Remembering Instead of Forgetting: Considering Alternative Ways of Addressing Historical Artifacts of Oppression. By: Desiree D. Zerquera, Ph.D., Alejandro Covarrubias, Ed.D., & Megan Gourneau

Just before the arrival of the UVA 2017 freshman class, hundreds of tiki-torch wielding white nationalists marched the University of Virginia campus, the images of which eerily reminiscent of assemblages from more than half a century ago. The removal of statues of confederate leaders prompted these marchers in Charlottesville and those who participated in the violent and deadly rallies that succeeded them. Though tension surrounding the maintenance or removal of these symbolic bastions of the Confederate South have been longstanding, the current series of demonstrations occur during a particularly contentious time in our nation’s history when civil liberties are centered within political, social, and economic debates. Complete removal of these artifacts is needed, some argue, to discontinue a celebration of some of this nation’s greatest atrocities. However, removal alone fails to achieve justice for the wrongdoings these symbols represent. What is needed instead is a fuller telling of history.

History is often told from a competitive framework that is grounded in dominance where winners get to tell their story as truth and losers have their story misconstrued. As these monuments tell a version of history that honors racial oppression, their removal is indeed a victory. But the result of removing them can be to erase the painful reminder from this nation’s past and to replace it with a false history of inclusion.

A danger of replacing painful memories with decontextualized positive sentiments is the unintended reproduction of social injustice. The removal can feel therapeutic because the daily reminder of pain and oppression is taken away. However, mere removal cannot heal the trauma inflicted. The statue or plaque can be gone, but people will remember what was once there because the pain and modern day implications of the oppression it represents still exist.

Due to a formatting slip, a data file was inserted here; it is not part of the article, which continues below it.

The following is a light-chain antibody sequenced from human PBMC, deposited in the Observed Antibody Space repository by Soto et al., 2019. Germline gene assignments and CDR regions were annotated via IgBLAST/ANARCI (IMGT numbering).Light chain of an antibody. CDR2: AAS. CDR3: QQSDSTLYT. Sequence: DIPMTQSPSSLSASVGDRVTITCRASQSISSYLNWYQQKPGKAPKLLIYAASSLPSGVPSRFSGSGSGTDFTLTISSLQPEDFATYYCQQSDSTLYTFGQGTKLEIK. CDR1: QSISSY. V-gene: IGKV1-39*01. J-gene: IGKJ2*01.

Consequently, this approach to history allows scapegoating of the continued injustices that permeate our political, legal, economic, and social systems. It allows allotment of the shared responsibility of eradicating oppression to specific groups (e.g., White Nationalists, KKK) and inhibit us from all recognizing and addressing the systemic implications of historically oppressive events and ways we participate in and purport their legacy.

Removing historical markers contributes to societal amnesia and perpetuation of American myths of equality and meritocracy that have long run their course. Shared myths of unity and equality work to hurt communities that are marginalized and underserved. By erasing these physical reminders of history, we may unintentionally mitigate the lived reality of injustices rooted in the racism and hatred that helped shape the systems that live on today. There are ways to remember a fuller history that may lead towards healing and justice.